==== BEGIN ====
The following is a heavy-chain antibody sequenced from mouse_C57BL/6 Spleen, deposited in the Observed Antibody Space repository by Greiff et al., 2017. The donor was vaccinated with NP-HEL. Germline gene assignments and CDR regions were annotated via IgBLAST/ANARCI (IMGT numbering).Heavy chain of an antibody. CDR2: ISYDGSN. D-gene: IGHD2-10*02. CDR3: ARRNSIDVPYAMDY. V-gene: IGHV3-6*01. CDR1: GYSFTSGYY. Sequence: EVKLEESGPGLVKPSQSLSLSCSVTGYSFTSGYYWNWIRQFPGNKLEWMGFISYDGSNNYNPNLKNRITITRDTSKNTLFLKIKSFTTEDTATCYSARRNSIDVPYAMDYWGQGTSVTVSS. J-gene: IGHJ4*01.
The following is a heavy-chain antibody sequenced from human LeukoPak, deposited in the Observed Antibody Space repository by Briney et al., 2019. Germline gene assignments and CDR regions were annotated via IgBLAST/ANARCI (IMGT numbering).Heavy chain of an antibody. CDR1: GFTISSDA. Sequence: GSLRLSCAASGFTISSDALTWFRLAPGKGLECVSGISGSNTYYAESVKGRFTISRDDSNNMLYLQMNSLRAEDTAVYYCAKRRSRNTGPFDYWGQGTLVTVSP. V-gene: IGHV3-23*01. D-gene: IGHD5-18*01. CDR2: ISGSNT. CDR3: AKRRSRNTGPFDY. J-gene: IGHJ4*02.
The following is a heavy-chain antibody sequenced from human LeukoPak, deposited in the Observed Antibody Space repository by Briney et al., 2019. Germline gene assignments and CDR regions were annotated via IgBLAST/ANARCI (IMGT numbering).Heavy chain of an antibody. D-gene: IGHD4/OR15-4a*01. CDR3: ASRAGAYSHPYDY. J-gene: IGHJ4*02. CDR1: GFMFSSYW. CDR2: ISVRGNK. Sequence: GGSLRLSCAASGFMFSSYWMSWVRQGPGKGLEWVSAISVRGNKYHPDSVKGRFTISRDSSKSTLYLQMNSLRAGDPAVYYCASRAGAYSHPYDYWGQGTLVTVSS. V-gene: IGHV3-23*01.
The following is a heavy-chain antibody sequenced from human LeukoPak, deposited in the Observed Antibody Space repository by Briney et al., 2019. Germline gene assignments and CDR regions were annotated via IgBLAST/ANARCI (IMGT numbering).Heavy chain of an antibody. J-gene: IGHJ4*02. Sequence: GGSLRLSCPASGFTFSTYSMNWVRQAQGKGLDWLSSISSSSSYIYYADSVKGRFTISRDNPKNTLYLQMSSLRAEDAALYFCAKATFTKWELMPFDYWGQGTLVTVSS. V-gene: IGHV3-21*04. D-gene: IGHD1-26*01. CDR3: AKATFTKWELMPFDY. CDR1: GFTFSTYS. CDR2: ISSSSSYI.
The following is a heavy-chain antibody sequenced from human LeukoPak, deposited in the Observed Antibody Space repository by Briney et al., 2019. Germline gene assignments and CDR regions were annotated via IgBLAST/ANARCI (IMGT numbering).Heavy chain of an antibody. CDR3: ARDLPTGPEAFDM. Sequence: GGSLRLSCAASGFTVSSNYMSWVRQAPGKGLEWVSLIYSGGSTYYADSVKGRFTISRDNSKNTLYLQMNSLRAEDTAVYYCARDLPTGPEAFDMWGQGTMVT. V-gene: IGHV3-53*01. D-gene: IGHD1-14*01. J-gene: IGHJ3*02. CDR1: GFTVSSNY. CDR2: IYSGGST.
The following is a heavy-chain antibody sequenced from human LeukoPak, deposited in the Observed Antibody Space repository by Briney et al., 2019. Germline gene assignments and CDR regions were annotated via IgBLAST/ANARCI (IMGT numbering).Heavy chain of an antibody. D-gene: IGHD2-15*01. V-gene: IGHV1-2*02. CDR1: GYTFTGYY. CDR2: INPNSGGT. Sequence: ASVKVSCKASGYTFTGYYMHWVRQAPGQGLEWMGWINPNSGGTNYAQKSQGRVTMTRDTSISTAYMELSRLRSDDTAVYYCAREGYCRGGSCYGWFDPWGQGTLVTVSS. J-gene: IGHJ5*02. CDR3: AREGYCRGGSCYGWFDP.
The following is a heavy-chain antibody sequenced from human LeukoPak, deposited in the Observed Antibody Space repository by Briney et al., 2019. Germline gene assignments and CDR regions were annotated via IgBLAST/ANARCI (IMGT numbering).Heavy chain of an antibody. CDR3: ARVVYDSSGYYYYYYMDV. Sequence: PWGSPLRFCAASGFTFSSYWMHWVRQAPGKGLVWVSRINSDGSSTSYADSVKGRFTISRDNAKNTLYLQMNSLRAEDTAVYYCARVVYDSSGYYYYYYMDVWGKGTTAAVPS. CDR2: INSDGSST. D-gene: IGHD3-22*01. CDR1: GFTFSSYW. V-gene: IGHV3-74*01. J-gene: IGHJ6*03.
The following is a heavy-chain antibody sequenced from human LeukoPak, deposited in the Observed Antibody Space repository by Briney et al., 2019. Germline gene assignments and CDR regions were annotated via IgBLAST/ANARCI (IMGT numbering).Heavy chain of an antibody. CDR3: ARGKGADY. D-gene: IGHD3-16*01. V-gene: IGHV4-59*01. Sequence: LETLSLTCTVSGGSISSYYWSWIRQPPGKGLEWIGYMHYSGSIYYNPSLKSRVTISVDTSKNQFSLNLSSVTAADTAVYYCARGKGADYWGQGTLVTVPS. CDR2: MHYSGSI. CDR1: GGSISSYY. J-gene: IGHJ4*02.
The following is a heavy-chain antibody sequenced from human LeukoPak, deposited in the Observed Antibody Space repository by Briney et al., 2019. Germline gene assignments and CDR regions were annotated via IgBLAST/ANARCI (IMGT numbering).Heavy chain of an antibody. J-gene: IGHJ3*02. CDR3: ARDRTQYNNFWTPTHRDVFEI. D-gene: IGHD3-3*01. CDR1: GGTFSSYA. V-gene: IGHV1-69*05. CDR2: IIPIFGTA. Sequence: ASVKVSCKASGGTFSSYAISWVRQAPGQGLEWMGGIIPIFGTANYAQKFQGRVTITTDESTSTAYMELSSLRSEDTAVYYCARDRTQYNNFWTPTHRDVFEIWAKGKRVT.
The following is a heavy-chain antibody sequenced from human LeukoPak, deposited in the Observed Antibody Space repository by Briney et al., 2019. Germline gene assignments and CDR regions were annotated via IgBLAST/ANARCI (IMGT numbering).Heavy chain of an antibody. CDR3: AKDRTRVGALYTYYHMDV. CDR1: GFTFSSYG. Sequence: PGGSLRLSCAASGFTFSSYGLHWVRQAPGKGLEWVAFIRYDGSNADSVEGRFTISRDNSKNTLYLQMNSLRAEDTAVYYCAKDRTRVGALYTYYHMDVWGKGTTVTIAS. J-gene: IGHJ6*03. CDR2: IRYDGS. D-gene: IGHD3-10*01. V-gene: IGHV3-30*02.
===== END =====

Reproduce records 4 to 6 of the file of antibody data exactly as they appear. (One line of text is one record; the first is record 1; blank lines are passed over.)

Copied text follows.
The following is a heavy-chain antibody sequenced from human LeukoPak, deposited in the Observed Antibody Space repository by Briney et al., 2019. Germline gene assignments and CDR regions were annotated via IgBLAST/ANARCI (IMGT numbering).Heavy chain of an antibody. J-gene: IGHJ4*02. Sequence: GGSLRLSCPASGFTFSTYSMNWVRQAQGKGLDWLSSISSSSSYIYYADSVKGRFTISRDNPKNTLYLQMSSLRAEDAALYFCAKATFTKWELMPFDYWGQGTLVTVSS. V-gene: IGHV3-21*04. D-gene: IGHD1-26*01. CDR3: AKATFTKWELMPFDY. CDR1: GFTFSTYS. CDR2: ISSSSSYI.
The following is a heavy-chain antibody sequenced from human LeukoPak, deposited in the Observed Antibody Space repository by Briney et al., 2019. Germline gene assignments and CDR regions were annotated via IgBLAST/ANARCI (IMGT numbering).Heavy chain of an antibody. CDR3: ARDLPTGPEAFDM. Sequence: GGSLRLSCAASGFTVSSNYMSWVRQAPGKGLEWVSLIYSGGSTYYADSVKGRFTISRDNSKNTLYLQMNSLRAEDTAVYYCARDLPTGPEAFDMWGQGTMVT. V-gene: IGHV3-53*01. D-gene: IGHD1-14*01. J-gene: IGHJ3*02. CDR1: GFTVSSNY. CDR2: IYSGGST.
The following is a heavy-chain antibody sequenced from human LeukoPak, deposited in the Observed Antibody Space repository by Briney et al., 2019. Germline gene assignments and CDR regions were annotated via IgBLAST/ANARCI (IMGT numbering).Heavy chain of an antibody. D-gene: IGHD2-15*01. V-gene: IGHV1-2*02. CDR1: GYTFTGYY. CDR2: INPNSGGT. Sequence: ASVKVSCKASGYTFTGYYMHWVRQAPGQGLEWMGWINPNSGGTNYAQKSQGRVTMTRDTSISTAYMELSRLRSDDTAVYYCAREGYCRGGSCYGWFDPWGQGTLVTVSS. J-gene: IGHJ5*02. CDR3: AREGYCRGGSCYGWFDP.